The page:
I want to dedicate this post to Boracay and the Philippines. I have been traveling for the last six months, all across South East Asia, and to be honest, I was exhausted.

After I finished my time in Thailand at Suwit gym, I was ready to go back home, to the creature comforts that one is use to. Your own food, your own customs and cultures, and off course your family and friends.

But when I arrived in Philippines it awoke my sense of adventure and I currently feel like I can keep traveling for the next few months, especially Boracay island, it is truly one of the most beautiful places that I have ever visited.

Below are some photos of the beach where we do our strength and conditioning class.

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I have been very lucky the last two days as the weather has been perfect. It is currently rainy season and apparently the days before I came, it rained none stop.

So this morning we kicked off training with a run through town, down to the beach, it was a short easy paced run followed by a quick dip in the ocean. Our dip was cut short when the trainer and the rest of the trainees arrived.

We were immediately summoned out of the ocean and instructed to go on another run along the ocean. This time the run was not easy but fast paced as the instructors edged us along.

After the run we did our warm up session followed by four sets of high intensity exercises on the beach. I counted at least five Chinese tourists taking our picture as we were frog hopping up and down on the sand. It was an intense workout but having the ocean right there is extremely rewarding, we spent at least twenty minutes afterwards just wading around in the water, allowing our muscles to relax.

Once we were done, we headed over to Melissa’s (our local breakfast hangout) for some fruit shakes and omelettes.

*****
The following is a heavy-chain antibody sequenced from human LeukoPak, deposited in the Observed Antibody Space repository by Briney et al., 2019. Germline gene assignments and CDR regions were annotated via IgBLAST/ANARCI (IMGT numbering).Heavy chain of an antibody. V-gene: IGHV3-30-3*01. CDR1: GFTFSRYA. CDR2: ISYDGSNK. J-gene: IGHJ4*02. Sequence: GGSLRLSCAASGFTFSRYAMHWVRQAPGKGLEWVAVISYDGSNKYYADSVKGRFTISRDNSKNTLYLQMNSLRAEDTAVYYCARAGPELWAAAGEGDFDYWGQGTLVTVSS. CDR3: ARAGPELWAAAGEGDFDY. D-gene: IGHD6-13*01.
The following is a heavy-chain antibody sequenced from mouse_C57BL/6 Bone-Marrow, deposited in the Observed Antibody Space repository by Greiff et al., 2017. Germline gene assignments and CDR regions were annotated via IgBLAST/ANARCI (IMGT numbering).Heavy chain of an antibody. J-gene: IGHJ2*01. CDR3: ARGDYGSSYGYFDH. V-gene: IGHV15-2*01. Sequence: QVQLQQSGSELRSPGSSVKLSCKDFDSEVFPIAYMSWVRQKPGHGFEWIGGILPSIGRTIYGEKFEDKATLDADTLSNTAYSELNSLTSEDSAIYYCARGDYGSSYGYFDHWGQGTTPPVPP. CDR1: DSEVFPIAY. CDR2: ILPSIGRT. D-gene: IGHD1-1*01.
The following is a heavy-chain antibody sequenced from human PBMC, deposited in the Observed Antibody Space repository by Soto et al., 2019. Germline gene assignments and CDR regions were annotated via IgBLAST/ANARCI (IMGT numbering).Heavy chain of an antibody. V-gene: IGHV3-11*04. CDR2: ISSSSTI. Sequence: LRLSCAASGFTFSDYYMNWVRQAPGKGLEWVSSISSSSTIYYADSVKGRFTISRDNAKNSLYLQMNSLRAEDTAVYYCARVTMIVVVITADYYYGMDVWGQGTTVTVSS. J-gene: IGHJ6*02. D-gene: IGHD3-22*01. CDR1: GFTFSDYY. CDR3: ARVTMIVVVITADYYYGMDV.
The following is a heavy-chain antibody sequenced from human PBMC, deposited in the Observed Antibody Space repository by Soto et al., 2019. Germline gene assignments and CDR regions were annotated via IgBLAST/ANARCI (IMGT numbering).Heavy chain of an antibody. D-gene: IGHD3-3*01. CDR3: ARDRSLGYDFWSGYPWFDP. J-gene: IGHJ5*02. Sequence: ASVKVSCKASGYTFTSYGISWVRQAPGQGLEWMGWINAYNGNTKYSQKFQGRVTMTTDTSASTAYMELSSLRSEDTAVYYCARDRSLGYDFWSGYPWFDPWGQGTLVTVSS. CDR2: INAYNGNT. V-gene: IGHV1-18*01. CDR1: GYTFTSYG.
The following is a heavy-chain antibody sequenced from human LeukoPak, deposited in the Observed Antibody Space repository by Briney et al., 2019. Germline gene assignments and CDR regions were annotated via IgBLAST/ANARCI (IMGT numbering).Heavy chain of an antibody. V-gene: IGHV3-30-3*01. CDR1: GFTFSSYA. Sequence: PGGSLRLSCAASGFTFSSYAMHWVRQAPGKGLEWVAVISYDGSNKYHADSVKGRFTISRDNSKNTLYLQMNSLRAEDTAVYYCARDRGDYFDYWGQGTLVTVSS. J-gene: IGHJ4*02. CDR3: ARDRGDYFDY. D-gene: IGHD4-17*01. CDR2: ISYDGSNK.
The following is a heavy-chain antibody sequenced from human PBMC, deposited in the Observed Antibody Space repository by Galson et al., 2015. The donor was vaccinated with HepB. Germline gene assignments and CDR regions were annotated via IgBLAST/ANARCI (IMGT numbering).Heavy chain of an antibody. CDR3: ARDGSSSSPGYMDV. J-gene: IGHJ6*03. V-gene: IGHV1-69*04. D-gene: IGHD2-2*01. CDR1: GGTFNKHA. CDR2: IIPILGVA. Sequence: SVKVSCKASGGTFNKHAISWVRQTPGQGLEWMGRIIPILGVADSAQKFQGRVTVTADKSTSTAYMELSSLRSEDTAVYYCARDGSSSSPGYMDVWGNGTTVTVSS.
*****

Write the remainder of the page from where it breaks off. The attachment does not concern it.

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After breakfast I was exhausted but had some work to do, so the rest of the day was spent banging away at my keyboard behind my computer screen. I was planning to go down to the beach for a swim again but I could feel that I had already sunburnt a little bit.

In all honesty, it was hard for me to go to the afternoon training, physically I had a lot of energy but mentally my mind was slowing me down. I think that because the training is so hard, my mind tried to convince me to rather stay behind the computer screen and work, just skip the training but I fought off the mental fatigue and at 4:00 PM I was back in the gym.

We did not do any radical fitness regime today, instead we just boxed. At Suwit gym the training was all about Muay Thai, at Legacy it is all about Western Boxing. Two completely different arts.

Each trainee was paired up with a sparring partner and had to do two rounds with them, before switching to the next partner, this cycle repeated itself five times making it a total of ten rounds in the ring.

Four out of my five sparring session were great fun, we took it easy, only exchanging the odd light blow here and there, as we do not spar with power, but then there was Phillip, the German, who has been training here for the last four years…

He decided to not take it easy and I ended up taking several hard punches to the face and one punch to the ribs which actually knocked my wind out. It was one of the hardest sparring sessions that I have ever had but I enjoyed it. When I touch my face I can feel exactly where all the punches hit and especially on my nose, it really hurts when I touch it but nothing permanent.

After training me and some of the guys went into town to get some dinner. We ended up having burgers and fruit shakes and for some desert we just got some sweet tea.

All in all a great day of training, my body and face is aching all over but luckily I have tonight to rest, the next session is only tomorrow morning 🙂